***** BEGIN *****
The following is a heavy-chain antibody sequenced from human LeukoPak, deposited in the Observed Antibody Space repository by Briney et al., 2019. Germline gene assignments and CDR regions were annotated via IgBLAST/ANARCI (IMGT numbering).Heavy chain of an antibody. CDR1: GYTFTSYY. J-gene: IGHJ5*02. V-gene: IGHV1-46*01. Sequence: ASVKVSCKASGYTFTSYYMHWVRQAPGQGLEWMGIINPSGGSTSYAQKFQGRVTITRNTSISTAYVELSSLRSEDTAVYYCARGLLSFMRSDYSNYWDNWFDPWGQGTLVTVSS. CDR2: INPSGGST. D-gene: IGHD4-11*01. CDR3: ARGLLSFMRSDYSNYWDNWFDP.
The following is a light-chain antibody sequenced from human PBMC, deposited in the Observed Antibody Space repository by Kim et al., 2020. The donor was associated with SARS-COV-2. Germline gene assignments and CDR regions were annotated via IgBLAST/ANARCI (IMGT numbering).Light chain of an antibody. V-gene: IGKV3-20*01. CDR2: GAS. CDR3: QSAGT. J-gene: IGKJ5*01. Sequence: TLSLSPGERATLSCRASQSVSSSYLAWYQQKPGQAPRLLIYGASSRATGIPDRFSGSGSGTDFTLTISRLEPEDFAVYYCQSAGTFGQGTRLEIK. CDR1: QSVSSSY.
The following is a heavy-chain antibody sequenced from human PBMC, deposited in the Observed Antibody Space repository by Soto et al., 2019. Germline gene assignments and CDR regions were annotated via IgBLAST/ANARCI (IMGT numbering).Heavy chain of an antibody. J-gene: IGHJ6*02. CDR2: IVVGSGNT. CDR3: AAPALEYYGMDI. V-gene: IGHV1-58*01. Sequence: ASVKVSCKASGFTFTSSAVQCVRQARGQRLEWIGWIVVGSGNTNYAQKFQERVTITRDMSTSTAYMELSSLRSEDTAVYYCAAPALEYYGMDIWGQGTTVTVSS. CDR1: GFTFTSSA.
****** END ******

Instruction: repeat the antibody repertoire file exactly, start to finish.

The following is a heavy-chain antibody sequenced from human LeukoPak, deposited in the Observed Antibody Space repository by Briney et al., 2019. Germline gene assignments and CDR regions were annotated via IgBLAST/ANARCI (IMGT numbering).Heavy chain of an antibody. CDR1: GYTFTSYY. J-gene: IGHJ5*02. V-gene: IGHV1-46*01. Sequence: ASVKVSCKASGYTFTSYYMHWVRQAPGQGLEWMGIINPSGGSTSYAQKFQGRVTITRNTSISTAYVELSSLRSEDTAVYYCARGLLSFMRSDYSNYWDNWFDPWGQGTLVTVSS. CDR2: INPSGGST. D-gene: IGHD4-11*01. CDR3: ARGLLSFMRSDYSNYWDNWFDP.
The following is a light-chain antibody sequenced from human PBMC, deposited in the Observed Antibody Space repository by Kim et al., 2020. The donor was associated with SARS-COV-2. Germline gene assignments and CDR regions were annotated via IgBLAST/ANARCI (IMGT numbering).Light chain of an antibody. V-gene: IGKV3-20*01. CDR2: GAS. CDR3: QSAGT. J-gene: IGKJ5*01. Sequence: TLSLSPGERATLSCRASQSVSSSYLAWYQQKPGQAPRLLIYGASSRATGIPDRFSGSGSGTDFTLTISRLEPEDFAVYYCQSAGTFGQGTRLEIK. CDR1: QSVSSSY.
The following is a heavy-chain antibody sequenced from human PBMC, deposited in the Observed Antibody Space repository by Soto et al., 2019. Germline gene assignments and CDR regions were annotated via IgBLAST/ANARCI (IMGT numbering).Heavy chain of an antibody. J-gene: IGHJ6*02. CDR2: IVVGSGNT. CDR3: AAPALEYYGMDI. V-gene: IGHV1-58*01. Sequence: ASVKVSCKASGFTFTSSAVQCVRQARGQRLEWIGWIVVGSGNTNYAQKFQERVTITRDMSTSTAYMELSSLRSEDTAVYYCAAPALEYYGMDIWGQGTTVTVSS. CDR1: GFTFTSSA.